I can't blame you for not wanting to scrap your car. I don't wish to insult you but you sound like a gifted amateur mechanic. The trouble with that is you missed out on learning the sort of core skills such as knowing how and why things work and how to puzzle things through to figure out what has gone wrong when things don't work. Electronics and computers have defeated many professional mechanics even though they often have access to the sort of test equipment denied to amateur mechanics. Because you probably can't check things through I guess you are spending frustrating time going around and around the same circle and you need to break that circle in order to make progress. Changing components hoping to strike it lucky needs a lot of luck to be successful and it can be expensive. Checking the sensors, the wiring, the supply and grounds in order to isolate the fault needs a systematic approach, a circuit diagram, a multimeter and some experience. Now is your chance to learn. The alternative is to bring in outside labour... Purely as a matter of interest, your car probably has an immobiliser that perhaps is in a bad mood.

1998 Mitsubishi... • Answered on Mar 01, 2017

Radiator is model specific. Yes you can get a used one

1998 Mitsubishi... • Answered on Feb 14, 2017

Standard transmission? If so, suspect a clutch issue. The tranny will most likely have to be removed to determine what has failed. Worn out clutch disk.... damaged pressure plate...... defective throw out bearing to name a few

1998 Mitsubishi... • Answered on Jan 07, 2016

If the timing is off a compression test won't help. The valves are opening to soon or closing to late. The test would be inaccurate. Recheck your timing.

1998 Mitsubishi... • Answered on Dec 11, 2015

Yes it does and the negative goes to ground.

1998 Mitsubishi... • Answered on Dec 05, 2015

Often there are not any broken parts when an engine is ran low on oil.. The engine never really makes it to far out of oil before it welds the pistons to the side walls seizing the engine tight. Every now and then a rod will break because at hiway speed the engine went empty the piston seized but the crank and rod did not thus pulling it with such force to snap it in half then producing sometimes a hole in the engine block, hood, oil pan where ever it decides to go. And this is about it Crank not often cam not often. Hope this helps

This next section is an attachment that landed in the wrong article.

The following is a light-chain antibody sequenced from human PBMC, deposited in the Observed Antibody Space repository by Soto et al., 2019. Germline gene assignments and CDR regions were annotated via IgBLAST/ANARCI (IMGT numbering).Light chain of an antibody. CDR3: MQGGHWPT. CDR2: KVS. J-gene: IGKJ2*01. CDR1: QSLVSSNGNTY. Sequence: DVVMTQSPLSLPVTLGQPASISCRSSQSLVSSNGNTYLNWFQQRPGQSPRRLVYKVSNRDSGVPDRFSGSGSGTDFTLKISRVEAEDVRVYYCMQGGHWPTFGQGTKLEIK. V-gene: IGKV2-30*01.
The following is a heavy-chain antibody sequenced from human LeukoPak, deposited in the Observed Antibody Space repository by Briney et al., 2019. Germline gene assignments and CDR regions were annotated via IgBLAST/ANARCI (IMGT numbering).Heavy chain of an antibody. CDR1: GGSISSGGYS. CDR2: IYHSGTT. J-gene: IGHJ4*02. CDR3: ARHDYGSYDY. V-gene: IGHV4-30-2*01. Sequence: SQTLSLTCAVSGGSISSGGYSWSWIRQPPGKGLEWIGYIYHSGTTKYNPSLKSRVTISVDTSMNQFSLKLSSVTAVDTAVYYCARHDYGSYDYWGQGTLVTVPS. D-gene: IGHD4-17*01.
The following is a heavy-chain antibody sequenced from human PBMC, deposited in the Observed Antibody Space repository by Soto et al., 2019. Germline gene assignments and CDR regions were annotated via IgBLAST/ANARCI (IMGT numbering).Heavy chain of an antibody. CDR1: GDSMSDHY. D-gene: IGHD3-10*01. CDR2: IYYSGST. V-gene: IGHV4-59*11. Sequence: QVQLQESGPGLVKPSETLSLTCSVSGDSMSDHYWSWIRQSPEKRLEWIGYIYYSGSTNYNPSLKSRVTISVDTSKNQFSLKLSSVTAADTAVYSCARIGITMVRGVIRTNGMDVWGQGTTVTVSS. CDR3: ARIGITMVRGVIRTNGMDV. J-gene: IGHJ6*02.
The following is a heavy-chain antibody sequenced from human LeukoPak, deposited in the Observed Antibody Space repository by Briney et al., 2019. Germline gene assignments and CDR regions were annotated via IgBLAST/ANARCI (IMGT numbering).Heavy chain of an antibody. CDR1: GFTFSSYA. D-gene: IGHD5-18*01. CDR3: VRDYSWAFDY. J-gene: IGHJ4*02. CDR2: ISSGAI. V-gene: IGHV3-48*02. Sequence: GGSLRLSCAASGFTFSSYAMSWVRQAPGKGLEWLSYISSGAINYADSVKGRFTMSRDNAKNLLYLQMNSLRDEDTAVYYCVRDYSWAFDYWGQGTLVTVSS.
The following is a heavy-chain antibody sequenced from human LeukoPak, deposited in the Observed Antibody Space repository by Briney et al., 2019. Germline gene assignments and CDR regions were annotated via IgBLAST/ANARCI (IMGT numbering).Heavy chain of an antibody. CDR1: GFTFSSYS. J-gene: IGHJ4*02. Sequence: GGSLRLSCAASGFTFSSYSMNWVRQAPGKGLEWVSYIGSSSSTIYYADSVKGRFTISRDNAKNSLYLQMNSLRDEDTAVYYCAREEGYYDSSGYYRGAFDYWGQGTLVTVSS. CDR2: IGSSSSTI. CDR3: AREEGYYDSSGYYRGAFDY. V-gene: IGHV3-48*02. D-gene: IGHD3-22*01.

1998 Mitsubishi... • Answered on May 17, 2015

Engine cranks over three times an stops ? starter or battery cables . does it crank over slow ? Save yourself some money an take it to a ASE certified repair facility !

1998 Mitsubishi... • Answered on Apr 29, 2015

you most likely have a fuel supply or pressure problem 1, a shorted injector, (this caused all the other injectors to stop working or work very inefficiently) 2, the cam sensor (the ECM uses this as a reference in timing the injectors in conjunction with the ICM) 3, the lack of fuel pressure to them (all the many things that can cause this condition) 4, a bad ignition control module ( the computer uses the signals from ICM for a reference to time the injectors as it monitors and changes the ignition timing) 5, a bad crankshaft position sensor ( the ICM is using this to set the ignition timing and to send the reference signal to the ECM)

1998 Mitsubishi... • Answered on Mar 28, 2015

Since both ends of each vacuum line is important, it is imperative that you connect the correct line to the correct ports. A Chilton's manual for your vehicle will contain a vacuum diagram. Generally in today's cars these look a lot like someone threw a plate of spagetti on a picture of the engine; but with patience and not getting frustrated, you should find exactly where those disconnected lines should go. More than once I personally have had to remove all the vacuum lines and start from the beginning to get them all back in place. This is one reason your mechanic gets 'the big bucks'.. Good luck.

1998 Mitsubishi... • Answered on Mar 04, 2015